For example, a user submits $1000 in DAI to swap for the equivalent in BAT, but there’s not enough BAT in the DAI/BAT liquidity pool. However, there is enough BAT in the USDT/BAT pool. To that end, a more complex route is built: the DAI is first swapped for USDT in the auxiliary pool, then the USDT for BAT in the main pool, and then the BAT gets returned to the user. Liquidity aggregators allow transactions to find complex routes like that across liquidity pools, protocols, and even different networks. Naturally, the longer the route, the longer the swap will take, and the more it will cost to the user.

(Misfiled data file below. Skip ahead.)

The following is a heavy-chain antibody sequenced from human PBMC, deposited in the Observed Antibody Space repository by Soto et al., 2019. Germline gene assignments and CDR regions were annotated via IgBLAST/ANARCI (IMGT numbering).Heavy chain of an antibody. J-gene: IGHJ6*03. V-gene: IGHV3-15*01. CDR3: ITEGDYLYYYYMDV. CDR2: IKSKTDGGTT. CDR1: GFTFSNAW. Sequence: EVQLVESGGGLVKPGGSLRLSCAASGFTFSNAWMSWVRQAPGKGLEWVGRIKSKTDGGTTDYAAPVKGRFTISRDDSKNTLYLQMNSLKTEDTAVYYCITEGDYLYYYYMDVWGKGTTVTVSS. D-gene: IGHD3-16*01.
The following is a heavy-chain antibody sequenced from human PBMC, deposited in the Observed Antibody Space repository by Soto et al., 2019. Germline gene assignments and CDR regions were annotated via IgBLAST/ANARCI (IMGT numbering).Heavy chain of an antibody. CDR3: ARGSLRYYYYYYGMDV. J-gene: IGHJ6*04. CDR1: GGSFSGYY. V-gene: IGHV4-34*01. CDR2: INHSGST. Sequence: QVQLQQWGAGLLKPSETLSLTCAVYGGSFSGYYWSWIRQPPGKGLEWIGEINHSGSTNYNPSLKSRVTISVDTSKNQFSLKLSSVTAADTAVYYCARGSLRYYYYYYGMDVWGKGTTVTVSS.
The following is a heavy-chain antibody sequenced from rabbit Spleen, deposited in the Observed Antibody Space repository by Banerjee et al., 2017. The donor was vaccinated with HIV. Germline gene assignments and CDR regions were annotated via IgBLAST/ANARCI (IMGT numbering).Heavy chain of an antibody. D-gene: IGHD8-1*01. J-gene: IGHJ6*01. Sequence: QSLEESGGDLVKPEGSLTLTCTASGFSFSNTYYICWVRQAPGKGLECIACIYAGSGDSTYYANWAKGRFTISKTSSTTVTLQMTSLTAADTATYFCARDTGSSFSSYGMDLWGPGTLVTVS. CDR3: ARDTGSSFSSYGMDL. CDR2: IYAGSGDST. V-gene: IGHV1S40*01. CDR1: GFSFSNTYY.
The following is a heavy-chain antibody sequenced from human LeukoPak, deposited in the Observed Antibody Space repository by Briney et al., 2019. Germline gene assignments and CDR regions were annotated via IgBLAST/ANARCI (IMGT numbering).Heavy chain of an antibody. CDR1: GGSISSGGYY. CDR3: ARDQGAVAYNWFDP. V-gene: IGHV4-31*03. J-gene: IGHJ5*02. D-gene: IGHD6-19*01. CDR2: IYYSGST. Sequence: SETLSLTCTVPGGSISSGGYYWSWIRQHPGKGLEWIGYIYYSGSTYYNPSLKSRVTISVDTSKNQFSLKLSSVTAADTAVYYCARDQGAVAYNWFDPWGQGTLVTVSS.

The most popular DEX aggregators include 1inch, Rango, ParaSwap, OpenOcean, Orion Protocol, and Matcha.